Hi all,

Welcome back to part II of creating an E2E process for NHL Player Stats. If you missed it, earlier this week Jared joined the site to talk about how he leveraged code prompts in ChatGPT to help him access the NHL API.

It’s a delight to be able to follow that blog up, with Jared showcasing the final prep & build of his NHL visualisation. Jared, over to you.

Formatting the Data with Tableau Prep

Because of the formatting required, I took the output from the Python script and ran it through Prep to get my desired results. (You can see the files on Github)

Due to some performance issues and a ton of LOD calculations, I had to split up the flow into three parts.

The first flow takes the play-by-play data and combines it with some tables that indicate each players current team. Players get traded throughout the year so I wanted to ensure I could show their stats based on their current team.

The first flow takes the play-by-play data and combines it with some tables that indicate each players current team. Players get traded throughout the year so I wanted to ensure I could show their stats based on their current team.

After combining the data and handling for a duplicate name (There are two players in the league named Sebastian Aho that I have to account for to properly join some external pieces of data), I create a Unique Event Id.

This allows me to ensure my LOD calculations are fixed to the proper event. Next, I start manually pivoting the data. You can see I made 25 changes just to get Goals and Assists pivoted

For the logic, I find the data point based on the player_type

Now that I have the player who scored the goal, I can fix this value to every row that contains the same event id.

I repeat this for assists, faceoff winner and loser, penalty drawn by and taken by etc.

Eventually, I am able to bring in some external data from moneypuck.com, a site that tracks several metrics around the effectiveness of shots taken.

With this data, I can ensure the tooltip shows the expected goal value of every goal!

While this Prep flow provides the main data set used for the majority of the dashboard, I also have some rankings listed near the top of the dashboard:

These metrics are coming from Natural Stat Trick and All Three Zones. Both projects track various player metrics to get a better understanding of how effective each player actually is outside raw goals and assists. There’s a ton happening in the Prep flow that combines the various data sources so I won’t go in detail, but look at this monster!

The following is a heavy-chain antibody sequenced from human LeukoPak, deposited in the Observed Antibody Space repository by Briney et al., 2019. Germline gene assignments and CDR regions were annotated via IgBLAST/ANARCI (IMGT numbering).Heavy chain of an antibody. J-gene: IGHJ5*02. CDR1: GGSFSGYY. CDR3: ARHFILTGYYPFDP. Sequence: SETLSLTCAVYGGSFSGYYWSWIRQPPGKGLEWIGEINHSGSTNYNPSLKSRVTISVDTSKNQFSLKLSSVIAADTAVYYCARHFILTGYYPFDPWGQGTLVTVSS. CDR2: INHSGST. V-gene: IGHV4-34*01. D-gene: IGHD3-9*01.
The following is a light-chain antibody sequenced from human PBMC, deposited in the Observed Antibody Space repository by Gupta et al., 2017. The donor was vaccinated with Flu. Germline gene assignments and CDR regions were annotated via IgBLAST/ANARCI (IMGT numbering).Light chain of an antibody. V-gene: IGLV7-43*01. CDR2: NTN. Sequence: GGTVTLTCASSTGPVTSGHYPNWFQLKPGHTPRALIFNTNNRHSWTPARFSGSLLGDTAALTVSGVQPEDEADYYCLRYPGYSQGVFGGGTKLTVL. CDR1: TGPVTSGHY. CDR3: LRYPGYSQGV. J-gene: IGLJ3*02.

With all of this data, we’re able to finally visualize each player’s season and also how effective they are on ice. While I love data preparation, building Prep flows, and solving the data puzzle, building this visualization was one of my favorites.


There were a few inspirations for the visualizations in the dashboard. The first was the NHL’s website

I wanted to take this view and enhance the information provided. I was also inspired by Meghan Chayka from Stathletes (@MeghanChayka) to incorporate the Faceoff chart:

Since I was using a rather large table and incorporating Image Roles into the viz, I wanted to ensure I wasn’t including too many rows at once so I included the classic table pagination from Luke Stanke:

While there is a lot of information packed into the dashboard, each section essentially functions the same, so let’s dig into the summary and goals sections.

When you select a player from the top right corner, their image from the NHL website pops up along with some basic information about them (Name, Position, Height/Weight, Current Team, Birth Date and Place, and Cap Hit).

You are able to see their base stats for the 2022-2023 season, similar to what we saw from the NHL website, but the percentile rankings also give a better picture into how the player actually performs compared to the league.

You’re given a few options on how to view the on-ice events. You can choose between half or full rink and density plot or circle plot. Here’s an example of the full rink and circle plot being selected:

Since we manually pivoted all of the values in the Prep flow, we’re able to see for the selected player who is assisting them the most, what type of goals they’re scoring, and who they’re scoring against. We can even filter the events by any of the charts:

The remaining sections of the dashboard all operate in the same way so you can dig into a player’s assists, penalties, and hits.

The faceoff chart is my absolute favorite. Even though it’s just donut charts, I love the way it looks against the ice map.

At the top of the dashboard, you can also take a look at their last five games:

And there you have it! ChatGPT, Python, Tableau Prep, and Tableau Desktop all working together to create something with so much information packed in. I can’t wait to continue improving the dashboard!

CJ Round-up:

I really want to thank Jared for taking the time to piece this together, it’s been on the wish list to have Jared discuss his NHL data prep for a while. Blogs like these just go to show the breadth of skills and tools now being used in data, and what we see online as finished visuals, we sometimes forget the leg work put in to shape the data in the way we need. Can’t wait to see what’s next for Jared, and love that he is carrying the torch not just for Tableau Prep but also making real headway in NHL analytics.